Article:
*Note: An English-language version of Delhi Safari will be released on December 7, 2012. This review covers the original Hindi-language version.
Bollywood isn’t known for making films specifically designed to appeal to children, and nowhere is that more apparent than in Delhi Safari, a wretched waste of time that insults moviegoers of all ages.
The most obvious criticism of the film is that it doesn’t look good. The animation quality is slightly above direct-to-video caliber. The character movements are so jerky you can practically see the physics engine that animated them.
Most of the backgrounds of the scenes are blurry and indistinct, presumably because the film released in India in 3D and the animators thought they could get away with it. My local theater only carried the movie in 2D, which emphasized every blurred face and fuzzy tree. Since many families will watch the movie at home on DVD or on cable television, it’s inexcusable to do the job halfway.
Of course, the obvious defense of the cheap-looking animation is that Indian studios operate on a fraction of the budget of a studio like Disney or Pixar, but many of the problems are stylistic choices. The animal lead characters have eerily human features like humanoid eyelids that render them grotesque (while the humans look like beings from The Sims). Combining creepy humanoid features with jerky movements lands the critters in the Uncanny Valley.
Sub-par animation could be forgiven if Delhi Safari‘s story was well told, but it’s not. There’s no sense of flow or pacing to the story. In order to keep costs down, the establishing elements of the story are rushed through. Within the first five minutes, we see a crying leopard cub, a flashback to the cub playing with his dad, and a song. By the end of those five minutes, the dad is dead.
The cub is Yuvi (Swini Khara), a young leopard whose jungle home is threatened by property developers. Yuvi, his mother, a bear, and a monkey make the journey from the greater Mumbai area to Delhi, kidnapping a talking parrot along the way to act as their spokesanimal in front of Parliament. Perhaps the film should’ve been named “The Road to Delhi,” as only the last ten minutes take place in the capital city.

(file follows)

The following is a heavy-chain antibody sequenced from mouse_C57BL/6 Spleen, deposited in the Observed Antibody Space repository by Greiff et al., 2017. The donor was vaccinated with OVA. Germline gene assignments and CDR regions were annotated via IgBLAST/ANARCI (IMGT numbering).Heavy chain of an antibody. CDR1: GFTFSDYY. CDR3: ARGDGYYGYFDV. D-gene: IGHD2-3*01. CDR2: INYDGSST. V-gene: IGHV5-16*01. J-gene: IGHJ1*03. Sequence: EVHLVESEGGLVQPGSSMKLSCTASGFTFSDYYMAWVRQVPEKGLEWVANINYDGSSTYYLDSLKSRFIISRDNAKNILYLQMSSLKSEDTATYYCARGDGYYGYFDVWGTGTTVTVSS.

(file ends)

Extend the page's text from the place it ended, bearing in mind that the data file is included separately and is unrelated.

Despite being a baby big cat, Yuvi is no Simba. Yuvi undergoes no character development, nor does he drive the story forward, apart from the occasions when his father’s ghost communicates with him from beyond the grave.
Often, the point of children’s cinema is to give kids a character they can relate to, a fellow young person who takes charge of his or her destiny in a way a real kid can’t. It’s inspirational escapism. In Delhi Safari, Yuvi just gets dragged along by the grown-ups around him. That’s the story of every day of a kid’s life, so why would any child want to sit through a movie where his on-screen avatar experiences more of the same?
The voice acting is okay, though I’m not sure what kind of accent Boman Irani’s rotund bear is meant to have. Govinda and Akshaye Khanna are entertaining as the monkey and parrot, respectively: antagonists who wind up being the main characters of the film. Govinda’s monkey also gets the lone funny moment in the film: when he goes to urinate in a field, there’s a “zip” sound effect, even though the monkey is naked.
Delhi Safari is a missed opportunity. The message of ecological responsibility is an important one that children readily understand and embrace. Much of the message is introduced through songs, but the version I watched didn’t subtitle any of the lyrics in English, even though songs make up about a third of the film’s ninety-minute runtime. A laudable message is no excuse for bad filmmaking.